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While the overall IoT market is continuing to grow rapidly, this growth is benefiting certain connectivity players and industries far more than others. LPWAN rollouts are growing quickly, and take-up will be rapid over the coming five-year period. However, for the next few years, M2M will continue to be the source of most telco IoT revenue.

The M2M market is dominated by 10 key M2M connectivity players. These service providers were providing 69% of total connections globally at the end of 2016. In total, the top 15 connectivity providers provide more than 77% of global M2M connections.

Scale matters and players in large markets such as China and Russia, as well as operators with multinational operations, are ranked the highest. As shown in Figure 1 below, the three Chinese operators (China Mobile, China Unicom, and China Telecom), together with Vodafone and AT&T, lead the pack. The Chinese market accounted for 35% of total global M2M connections by the end of 2016.

Fleet and logistics, automotive, and metering have provided the greatest CSP opportunities

Certain industry verticals are driving growth in telco IoT contracts. Ovum's IoT Service Provider Contract Tracker shows that the greatest number of IoT contracts for telcos over the past five quarters has come from a handful of verticals: fleet and logistics, connected car, and smart metering, as seen in Figure 2 below. Together, these three categories account for just under half of all reported telco IoT deals (45%) in the 14 different vertical and application categories that Ovum tracks. Industrial IoT also accounts for a significant share (10%).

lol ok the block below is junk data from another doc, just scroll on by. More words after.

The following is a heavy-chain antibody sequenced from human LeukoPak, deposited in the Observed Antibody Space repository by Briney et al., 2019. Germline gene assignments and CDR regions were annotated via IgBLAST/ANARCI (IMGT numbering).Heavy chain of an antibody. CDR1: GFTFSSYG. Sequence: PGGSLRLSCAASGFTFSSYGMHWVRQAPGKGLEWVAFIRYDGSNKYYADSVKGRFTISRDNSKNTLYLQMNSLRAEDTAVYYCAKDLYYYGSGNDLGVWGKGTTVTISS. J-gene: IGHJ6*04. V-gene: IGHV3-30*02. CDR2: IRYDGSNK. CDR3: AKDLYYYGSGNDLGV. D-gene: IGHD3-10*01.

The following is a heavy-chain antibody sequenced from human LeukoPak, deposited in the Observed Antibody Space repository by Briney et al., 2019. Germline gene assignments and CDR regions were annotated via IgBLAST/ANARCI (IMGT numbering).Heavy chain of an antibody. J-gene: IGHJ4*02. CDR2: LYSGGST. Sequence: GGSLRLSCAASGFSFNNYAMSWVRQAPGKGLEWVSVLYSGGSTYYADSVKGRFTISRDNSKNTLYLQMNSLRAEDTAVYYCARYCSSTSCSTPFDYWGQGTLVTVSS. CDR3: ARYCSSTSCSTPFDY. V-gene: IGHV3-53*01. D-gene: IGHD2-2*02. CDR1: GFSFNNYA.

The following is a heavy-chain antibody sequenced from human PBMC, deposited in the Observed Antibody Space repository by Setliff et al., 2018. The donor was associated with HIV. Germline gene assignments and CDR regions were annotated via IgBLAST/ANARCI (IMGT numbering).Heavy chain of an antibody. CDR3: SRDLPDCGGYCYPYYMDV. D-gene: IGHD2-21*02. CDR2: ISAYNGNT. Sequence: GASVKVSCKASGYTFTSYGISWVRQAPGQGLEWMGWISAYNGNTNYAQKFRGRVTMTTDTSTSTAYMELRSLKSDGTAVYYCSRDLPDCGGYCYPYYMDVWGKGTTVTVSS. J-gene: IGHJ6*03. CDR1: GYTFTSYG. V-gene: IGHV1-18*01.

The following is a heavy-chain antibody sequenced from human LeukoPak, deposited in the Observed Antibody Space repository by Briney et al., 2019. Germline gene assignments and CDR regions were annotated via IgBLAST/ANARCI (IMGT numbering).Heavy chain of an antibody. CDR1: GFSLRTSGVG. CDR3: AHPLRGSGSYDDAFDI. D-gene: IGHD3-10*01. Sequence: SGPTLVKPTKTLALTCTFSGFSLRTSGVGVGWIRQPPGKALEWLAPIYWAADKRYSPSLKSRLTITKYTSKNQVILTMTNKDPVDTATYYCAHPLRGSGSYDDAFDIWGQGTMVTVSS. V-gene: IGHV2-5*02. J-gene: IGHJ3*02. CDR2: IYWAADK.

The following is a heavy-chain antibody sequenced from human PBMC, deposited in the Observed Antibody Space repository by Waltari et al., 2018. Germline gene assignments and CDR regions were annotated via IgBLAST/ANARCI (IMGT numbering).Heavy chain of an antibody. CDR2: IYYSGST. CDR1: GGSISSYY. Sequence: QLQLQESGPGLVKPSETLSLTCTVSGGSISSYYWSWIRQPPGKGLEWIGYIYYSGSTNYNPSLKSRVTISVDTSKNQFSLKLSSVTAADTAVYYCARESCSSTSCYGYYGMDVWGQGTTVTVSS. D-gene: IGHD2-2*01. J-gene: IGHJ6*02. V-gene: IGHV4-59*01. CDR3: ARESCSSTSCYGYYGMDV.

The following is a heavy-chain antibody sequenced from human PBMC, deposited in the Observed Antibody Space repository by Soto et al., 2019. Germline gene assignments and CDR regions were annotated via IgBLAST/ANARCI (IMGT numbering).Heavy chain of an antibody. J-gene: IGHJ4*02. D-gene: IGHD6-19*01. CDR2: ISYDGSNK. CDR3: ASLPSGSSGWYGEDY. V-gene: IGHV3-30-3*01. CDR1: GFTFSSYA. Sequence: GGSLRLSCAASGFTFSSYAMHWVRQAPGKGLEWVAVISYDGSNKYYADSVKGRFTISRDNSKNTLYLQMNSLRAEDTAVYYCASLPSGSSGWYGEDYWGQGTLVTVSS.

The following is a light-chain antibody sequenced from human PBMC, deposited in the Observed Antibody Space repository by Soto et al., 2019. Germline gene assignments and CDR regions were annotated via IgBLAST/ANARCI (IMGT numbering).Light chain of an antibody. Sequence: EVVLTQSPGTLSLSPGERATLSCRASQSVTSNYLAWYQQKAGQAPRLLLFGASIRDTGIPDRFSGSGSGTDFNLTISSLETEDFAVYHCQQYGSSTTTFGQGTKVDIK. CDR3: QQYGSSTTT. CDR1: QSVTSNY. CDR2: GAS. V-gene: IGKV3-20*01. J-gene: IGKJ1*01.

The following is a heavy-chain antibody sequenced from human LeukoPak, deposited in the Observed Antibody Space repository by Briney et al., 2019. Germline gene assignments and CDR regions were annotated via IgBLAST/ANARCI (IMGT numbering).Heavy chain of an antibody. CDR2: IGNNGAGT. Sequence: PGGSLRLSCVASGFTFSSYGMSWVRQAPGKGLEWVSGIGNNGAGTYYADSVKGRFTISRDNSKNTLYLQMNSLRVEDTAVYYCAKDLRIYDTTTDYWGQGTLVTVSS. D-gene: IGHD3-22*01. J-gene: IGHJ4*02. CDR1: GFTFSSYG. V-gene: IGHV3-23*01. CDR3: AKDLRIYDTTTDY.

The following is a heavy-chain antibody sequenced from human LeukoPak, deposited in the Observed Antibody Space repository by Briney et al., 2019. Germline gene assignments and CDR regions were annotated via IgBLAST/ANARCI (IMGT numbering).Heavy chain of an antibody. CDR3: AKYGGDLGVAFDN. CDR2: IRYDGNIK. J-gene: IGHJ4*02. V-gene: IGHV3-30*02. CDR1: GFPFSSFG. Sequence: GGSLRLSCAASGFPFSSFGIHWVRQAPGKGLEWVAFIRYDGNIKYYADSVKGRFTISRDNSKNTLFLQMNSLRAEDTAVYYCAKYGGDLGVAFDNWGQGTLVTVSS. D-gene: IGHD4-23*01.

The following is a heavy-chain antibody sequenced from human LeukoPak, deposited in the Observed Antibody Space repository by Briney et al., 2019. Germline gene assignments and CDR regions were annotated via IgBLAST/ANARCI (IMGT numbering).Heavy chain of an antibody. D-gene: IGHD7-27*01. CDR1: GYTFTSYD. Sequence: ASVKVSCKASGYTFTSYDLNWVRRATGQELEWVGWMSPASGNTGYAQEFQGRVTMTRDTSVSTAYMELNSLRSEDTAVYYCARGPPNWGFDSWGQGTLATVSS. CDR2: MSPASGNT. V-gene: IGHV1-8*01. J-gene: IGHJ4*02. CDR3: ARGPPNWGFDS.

The high number of fleet management and connected car contracts reflects the relative maturity of IoT solutions in the transport vertical. Similarly, energy and utilities was one of the earliest adopters of M2M and IoT, and communications service providers (CSPs) continue to support smart metering initiatives led by utilities. The growth of LPWA will create new opportunities here (e.g., for water metering), but not all of these will come to CSPs.

In addition, in 2016 and early 2017 Ovum recorded a spike in CSP industrial IoT contracts – a trend we expect to continue. Closely related is asset tracking, which saw many contracts awarded in 2015, with fewer in 2016 but another spike during the first quarter of 2017. Telco IoT manufacturing propositions are often brought to market in partnership with companies more directly linked with manufacturing IT and operational technology. Focus applications include asset management, predictive maintenance, and logistics. CSPs have looked to integrate IoT solutions with their existing network, services, and security offerings to the manufacturing sector.

Another key vertical for CSPs is smart cities. During the last five quarters, this was the fifth largest service/application for telco IoT contracts. However, when analyzing the first quarter of 2017 in isolation, smart cities was the third largest vertical by number of contract awards, indicating increasing activity by CSPs in smart city projects. CSPs must be ready to support the different ways cities are approaching the "smart journey," and to work with a wide range of stakeholders and would-be participants.

In smart cities – and to a great extent in other IoT verticals – CSPs can play an important coordinating role, providing connectivity and in some cases applications, but should not necessarily expect to own the value chain. As the value of connectivity continues to decline, many service providers are exploring ways to move beyond connectivity in their IoT strategies, whether through vertical industry specialization, managed services offerings, or systems integration and consulting services. However, these initiatives face significant competition from other players in the IoT market, and small-to-medium-sized providers may find that taking advantage of partnerships with larger providers, vendors, or software and applications firms offers the most attractive route to market for them to serve would-be IoT customers.

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